What Is Hibiscus And How Do You Use It?

While it may be a gorgeous plant with striking red or magenta blooms, hibiscus is so much more than a show-stopper to add to your garden. The flowering plant, according to Food Network, grows in many places around the world. But in addition to finding it blossoming outdoors, the flower can be found in the kitchen. Dried hibiscus flowers are used for many edible creations, notes Food Network. To get from garden to table, hibiscus blooms are plucked from the plant (via Healthline). The petals are dried and sold and are oftentimes common enough to find in your go-to grocery store.

As a dried flower, hibiscus can be steeped in hot water or liquid to infuse it with hibiscus flavor, says Healthline. You may have enjoyed a cup of ruby red hibiscus tea or shaken hibiscus syrups into your favorite cocktails. Healthline explains that hibiscus carries a tart, slightly floral, and almost fruit-like flavor that's reminiscent of cranberry.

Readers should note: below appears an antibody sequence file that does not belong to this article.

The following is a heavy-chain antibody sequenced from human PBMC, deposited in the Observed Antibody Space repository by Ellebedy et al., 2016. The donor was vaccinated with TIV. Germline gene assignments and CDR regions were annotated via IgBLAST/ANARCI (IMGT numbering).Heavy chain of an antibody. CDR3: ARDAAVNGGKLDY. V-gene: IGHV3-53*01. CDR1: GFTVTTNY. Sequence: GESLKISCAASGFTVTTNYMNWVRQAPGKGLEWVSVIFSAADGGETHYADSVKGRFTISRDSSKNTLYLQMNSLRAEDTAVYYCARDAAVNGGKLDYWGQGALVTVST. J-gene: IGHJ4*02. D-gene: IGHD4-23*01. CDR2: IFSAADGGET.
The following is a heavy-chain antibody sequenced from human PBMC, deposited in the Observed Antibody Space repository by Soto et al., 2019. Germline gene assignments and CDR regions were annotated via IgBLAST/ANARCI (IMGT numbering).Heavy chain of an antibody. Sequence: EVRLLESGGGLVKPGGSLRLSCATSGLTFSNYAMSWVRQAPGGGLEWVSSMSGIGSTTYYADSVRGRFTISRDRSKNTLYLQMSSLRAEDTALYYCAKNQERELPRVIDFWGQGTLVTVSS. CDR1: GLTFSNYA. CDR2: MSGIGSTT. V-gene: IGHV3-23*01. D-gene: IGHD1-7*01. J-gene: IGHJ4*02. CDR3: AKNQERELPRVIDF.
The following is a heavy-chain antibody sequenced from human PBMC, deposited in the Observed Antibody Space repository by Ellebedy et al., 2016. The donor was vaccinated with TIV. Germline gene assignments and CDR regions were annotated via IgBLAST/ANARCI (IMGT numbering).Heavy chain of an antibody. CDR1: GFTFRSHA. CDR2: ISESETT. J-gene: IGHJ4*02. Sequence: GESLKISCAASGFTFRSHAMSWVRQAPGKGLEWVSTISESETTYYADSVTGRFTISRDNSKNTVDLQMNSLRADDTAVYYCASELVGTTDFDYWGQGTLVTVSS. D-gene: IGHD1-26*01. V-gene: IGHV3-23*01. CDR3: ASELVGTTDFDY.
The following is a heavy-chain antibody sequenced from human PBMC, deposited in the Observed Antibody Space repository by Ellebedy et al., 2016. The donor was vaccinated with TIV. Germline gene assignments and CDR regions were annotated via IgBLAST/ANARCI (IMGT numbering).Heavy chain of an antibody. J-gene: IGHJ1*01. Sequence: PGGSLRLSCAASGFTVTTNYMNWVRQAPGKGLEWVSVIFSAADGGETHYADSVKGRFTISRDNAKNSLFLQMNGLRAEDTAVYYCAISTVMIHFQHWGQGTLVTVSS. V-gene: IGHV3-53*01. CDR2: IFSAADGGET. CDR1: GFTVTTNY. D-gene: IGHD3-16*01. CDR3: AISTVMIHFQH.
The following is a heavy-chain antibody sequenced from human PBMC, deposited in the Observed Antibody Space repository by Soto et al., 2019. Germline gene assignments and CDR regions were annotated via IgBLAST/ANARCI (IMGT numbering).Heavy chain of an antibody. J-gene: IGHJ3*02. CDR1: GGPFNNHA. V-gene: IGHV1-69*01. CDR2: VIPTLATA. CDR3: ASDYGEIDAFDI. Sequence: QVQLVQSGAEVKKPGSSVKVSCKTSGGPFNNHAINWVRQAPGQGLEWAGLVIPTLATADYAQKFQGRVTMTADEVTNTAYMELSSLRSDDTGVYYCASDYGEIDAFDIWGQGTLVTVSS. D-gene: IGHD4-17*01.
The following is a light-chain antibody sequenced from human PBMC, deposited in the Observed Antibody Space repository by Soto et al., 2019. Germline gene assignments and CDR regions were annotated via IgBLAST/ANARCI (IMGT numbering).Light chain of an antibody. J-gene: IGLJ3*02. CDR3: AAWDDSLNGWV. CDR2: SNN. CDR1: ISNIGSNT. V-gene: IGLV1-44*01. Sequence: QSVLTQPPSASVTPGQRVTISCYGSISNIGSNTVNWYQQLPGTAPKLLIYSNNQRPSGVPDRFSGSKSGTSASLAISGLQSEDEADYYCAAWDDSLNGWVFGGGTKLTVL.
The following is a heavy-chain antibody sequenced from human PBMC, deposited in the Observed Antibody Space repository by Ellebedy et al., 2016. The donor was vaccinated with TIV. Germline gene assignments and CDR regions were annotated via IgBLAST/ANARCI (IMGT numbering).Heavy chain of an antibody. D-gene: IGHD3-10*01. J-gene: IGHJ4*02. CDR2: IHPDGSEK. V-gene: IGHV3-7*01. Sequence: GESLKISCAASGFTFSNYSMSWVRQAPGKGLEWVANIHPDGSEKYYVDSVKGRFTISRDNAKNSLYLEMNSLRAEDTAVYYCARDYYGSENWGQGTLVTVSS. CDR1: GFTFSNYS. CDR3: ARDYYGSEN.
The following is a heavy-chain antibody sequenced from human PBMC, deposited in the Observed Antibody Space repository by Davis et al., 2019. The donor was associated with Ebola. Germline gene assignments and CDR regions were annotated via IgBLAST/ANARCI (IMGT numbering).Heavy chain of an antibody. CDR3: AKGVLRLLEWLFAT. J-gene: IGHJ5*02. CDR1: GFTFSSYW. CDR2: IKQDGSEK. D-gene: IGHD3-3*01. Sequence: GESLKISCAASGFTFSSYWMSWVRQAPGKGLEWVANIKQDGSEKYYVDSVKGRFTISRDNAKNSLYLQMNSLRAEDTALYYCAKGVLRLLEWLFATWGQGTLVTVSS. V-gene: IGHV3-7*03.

How to use hibiscus and its benefits

The deep, rose-colored tea that hibiscus petals produce offers more than a refreshing drink to sip on. Hibiscus is also known for its health benefits, too, according to Food Network. The flower itself is high in antioxidants, such as Vitamin C, but brewed, the level of antioxidants varies based on the strength of the tea or liquid. Healthline notes that working hibiscus into your diet can potentially aid in lowering blood pressure and blood fat levels.

If tea is not your drink of choice, there are many other ways to enjoy dried hibiscus. Epicurious reports that hibiscus can be steeped into a sauce or syrups of sorts when sugar is added, which can be squeezed into cocktails (try rum) or drizzled over desserts. According to Epicurious, the flowers contain tannins, like wine, which are great for breaking down and tenderizing meats, so try hibiscus in a marinade for proteins like beef or lamb. Instead of steeping, you can even grind hibiscus flowers into a fine powder, and add it to things like the fluffy meringue on top of your favorite pie, to impart the flavor of the signature bright blossom.